All Hormonal Birth Control Slightly Raises Breast Cancer Risk
However, the risk associated with progestogen-only contraceptives—such as intrauterine devices (IUDs) and the progestogen-only "mini-pill"—has until now been largely understudied.
A new study published on March 21 in PLOS Medicine revealed a similarly small increased risk of breast cancer across all hormonal birth control methods, including progestogen-only methods.
"Recent use of hormonal contraceptives is associated with about a 20 to 30 percent higher risk of breast cancer," said Kirstin Pirie, M.Sc., a researcher at the University of Oxford and corresponding author of the study. "This risk does not appear to vary by the type of contraceptive prescribed."
However, as the underlying risk of breast cancer is small for women in their 20s and 30s, Pirie does not recommend people cease taking hormonal birth control, regardless of risk, which, as she emphasized, is minuscule and goes away after stopping use.
About the research
For the study, Pirie and her research team pulled data on about 9,500 women younger than age 50 who were diagnosed with breast cancer and compared it with data on more than 18,000 people under 50 who hadn't been diagnosed with the disease.
They found 44 percent of the women with breast cancer and 39 percent of the people in the control group had a hormonal birth control prescription, about half of which were for progestogen-only methods. Breast cancer risk increased by 20 percent to 30 percent for women on birth control, and was consistent across four types of birth control: pills, injectables, implants and IUDs.
The researchers combined their data with the results of previous studies, which included data on participants from a wide age range. Based on the results, they estimated the excess risk of getting breast cancer over a 15-year period ranged from 8 in 100,000 women who took hormonal birth control between the ages of 16 to 20, to 265 in 100,000 women who took hormonal birth control between the ages of 35 to 39. The researchers also found the risk of breast cancer steadily declined in the years after halting the use of contraception.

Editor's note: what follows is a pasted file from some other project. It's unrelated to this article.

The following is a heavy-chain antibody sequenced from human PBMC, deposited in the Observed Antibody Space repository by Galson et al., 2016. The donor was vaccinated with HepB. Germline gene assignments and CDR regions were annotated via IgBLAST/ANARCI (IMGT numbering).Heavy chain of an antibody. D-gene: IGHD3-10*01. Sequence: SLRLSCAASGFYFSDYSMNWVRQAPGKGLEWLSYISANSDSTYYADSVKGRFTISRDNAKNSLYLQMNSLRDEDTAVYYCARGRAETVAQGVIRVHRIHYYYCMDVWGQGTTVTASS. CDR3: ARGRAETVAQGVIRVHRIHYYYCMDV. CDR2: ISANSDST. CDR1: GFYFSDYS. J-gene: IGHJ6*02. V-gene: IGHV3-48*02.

"This study focuses on the recent use of hormonal contraceptives, as we were unable to assess the longer-term risks for women who stopped using many years ago," Pirie noted. "We were also unable to assess the effects of the total duration of use on breast cancer risk, as we did not know when some women first started using."
"We wouldn't advise people to change their method of contraception based on this study," said Alice Davies, health information manager at Cancer Research UK, the organization that funded this study. "I think it's really important to put this into context. It's quite a small increased risk that depends on a lot of different things, largely, the age you are when you take it.
"We know a lot of women who take the contraceptive pill are generally at a younger age where their risk of breast cancer is a lot lower, and when you stop taking the pill, your risk actually starts to decrease," she continued. "Ten years after you've stopped taking [hormonal birth control], your [breast cancer] risk will be the same as if you never took it."
Monte Swarup, M.D., a board-certified OB-GYN in Arizona who was not involved in the study, agreed.
"The increase in breast cancer risk must be viewed in the overall context of the well-established benefits of using birth control during reproductive years," he said.
The benefits of using hormonal contraceptives include a long-lasting, persistent reduction in the risk of ovarian and endometrial cancer, as well as the prevention of premenstrual syndrome (PMS), iron deficiency and ovarian cysts.
Instead of changing their birth control, Davies advised people to focus on reducing their breast cancer risk in other ways.
"There are lots that we can do to reduce our breast cancer risk, things that are a lot easier than changing the contraception you're on," Davies said. "Drinking less alcohol, keeping a healthy weight, being physically active, all of these things can help reduce our breast cancer risk and be a lot less disruptive to your life."